Oberlin finally paying the $36.59 million it owes to Gibson's Bakery

After years of legal wrangling, Oberlin College has announced that, following the Ohio Supreme Court's decision not to hear its appeal, it is beginning the process of paying in full the judgment against it for libeling Gibson's Bakery and promoting a boycott.  William A. Jacobson of Legal Insurrection, which has covered the case more closely than any other media outlet, announced the happy news:

I just received the following email from Scott Wargo, Director of Communications at Oberlin College:

Oberlin College initiates payment of awarded damages in Gibson's Bakery case

Oberlin College and Conservatory has initiated payment in full of the $36.59 million judgment in the Gibson's Bakery case and is awaiting payment information from the plaintiffs. This amount represents awarded damages and accumulated interest, and therefore no further payments are required.

On August 30, the Ohio Supreme Court issued its decision not to hear Oberlin's appeal. Oberlin's Board of Trustees has decided not to pursue the matter further.

We are disappointed by the Court's decision. However, this does not diminish our respect for the law and the integrity of our legal system.

This matter has been painful for everyone. We hope that the end of the litigation will begin the healing of our entire community.

We value our relationship with the City of Oberlin, and we look forward to continuing our support of and partnership with local businesses as we work together to help our city thrive.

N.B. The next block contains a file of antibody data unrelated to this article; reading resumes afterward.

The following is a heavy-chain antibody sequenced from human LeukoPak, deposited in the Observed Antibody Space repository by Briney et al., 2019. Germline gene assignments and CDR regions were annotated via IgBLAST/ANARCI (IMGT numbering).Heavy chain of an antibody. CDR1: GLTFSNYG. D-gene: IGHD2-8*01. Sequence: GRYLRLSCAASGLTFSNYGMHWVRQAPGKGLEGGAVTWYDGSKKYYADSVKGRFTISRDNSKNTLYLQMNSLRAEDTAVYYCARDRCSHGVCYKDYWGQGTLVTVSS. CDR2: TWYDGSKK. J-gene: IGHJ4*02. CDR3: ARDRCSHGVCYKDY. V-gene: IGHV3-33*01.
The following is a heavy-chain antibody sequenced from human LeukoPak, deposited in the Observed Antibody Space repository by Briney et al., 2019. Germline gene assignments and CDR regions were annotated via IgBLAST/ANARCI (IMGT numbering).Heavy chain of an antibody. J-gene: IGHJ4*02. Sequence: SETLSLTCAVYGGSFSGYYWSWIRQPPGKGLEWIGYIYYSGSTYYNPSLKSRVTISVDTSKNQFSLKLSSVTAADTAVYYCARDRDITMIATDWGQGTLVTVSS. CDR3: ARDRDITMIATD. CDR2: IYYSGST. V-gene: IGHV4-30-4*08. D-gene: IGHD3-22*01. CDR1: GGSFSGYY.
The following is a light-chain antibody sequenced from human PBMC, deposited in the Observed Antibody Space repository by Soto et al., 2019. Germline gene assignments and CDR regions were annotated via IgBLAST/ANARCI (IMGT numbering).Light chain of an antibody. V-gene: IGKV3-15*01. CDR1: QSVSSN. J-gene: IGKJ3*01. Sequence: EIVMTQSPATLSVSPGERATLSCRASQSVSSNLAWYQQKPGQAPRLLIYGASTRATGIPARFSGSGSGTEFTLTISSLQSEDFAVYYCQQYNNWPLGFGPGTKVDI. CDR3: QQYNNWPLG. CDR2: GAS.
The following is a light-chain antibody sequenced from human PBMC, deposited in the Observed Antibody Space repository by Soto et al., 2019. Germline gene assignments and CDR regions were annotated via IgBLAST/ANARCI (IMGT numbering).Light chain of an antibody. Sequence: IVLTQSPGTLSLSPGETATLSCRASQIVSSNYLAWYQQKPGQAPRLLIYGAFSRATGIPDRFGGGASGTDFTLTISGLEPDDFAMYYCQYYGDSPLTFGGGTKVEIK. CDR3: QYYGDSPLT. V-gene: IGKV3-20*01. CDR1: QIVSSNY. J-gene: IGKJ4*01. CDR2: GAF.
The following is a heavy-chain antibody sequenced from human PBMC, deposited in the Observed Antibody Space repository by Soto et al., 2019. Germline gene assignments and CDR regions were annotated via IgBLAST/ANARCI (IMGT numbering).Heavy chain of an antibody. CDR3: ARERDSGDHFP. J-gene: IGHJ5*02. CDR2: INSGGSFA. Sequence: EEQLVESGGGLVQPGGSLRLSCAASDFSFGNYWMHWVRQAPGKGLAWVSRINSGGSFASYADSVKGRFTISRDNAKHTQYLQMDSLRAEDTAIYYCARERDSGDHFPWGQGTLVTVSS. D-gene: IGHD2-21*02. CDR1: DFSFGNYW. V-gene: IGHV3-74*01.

Oberlin's core mission is to provide our students with a distinctive and outstanding undergraduate education. The size of this verdict is significant. However, our careful financial planning, which includes insurance coverage, means that we can satisfy our legal obligation without impacting our academic and student experience. It is our belief that the way forward is to continue to support and strengthen the quality of education for our students now and into the future.

Notice what is not in the statement: An apology. Oberlin College still appears not to understand or accept what it did wrong. It considers itself the victim.

Oberlin's endowment reportedly is in the neighborhood of a billion dollars, so this sum — the original judgment plus interest — while painful, is not about to bankrupt it.  But my sense as an observer of competition in the higher education market is that Oberlin has suffered a lot of reputational damage from its conduct, both in provoking the lawsuit and in defending itself.

Congratulations to Gibson's and to Legal Insurrection.  It is tragic that two senior members of the Gibson family did not live to see the final resolution of the case, but that is on Oberlin, which fought the verdict as far as the courts would allow and still has not come to terms with the problems in its own behavior.

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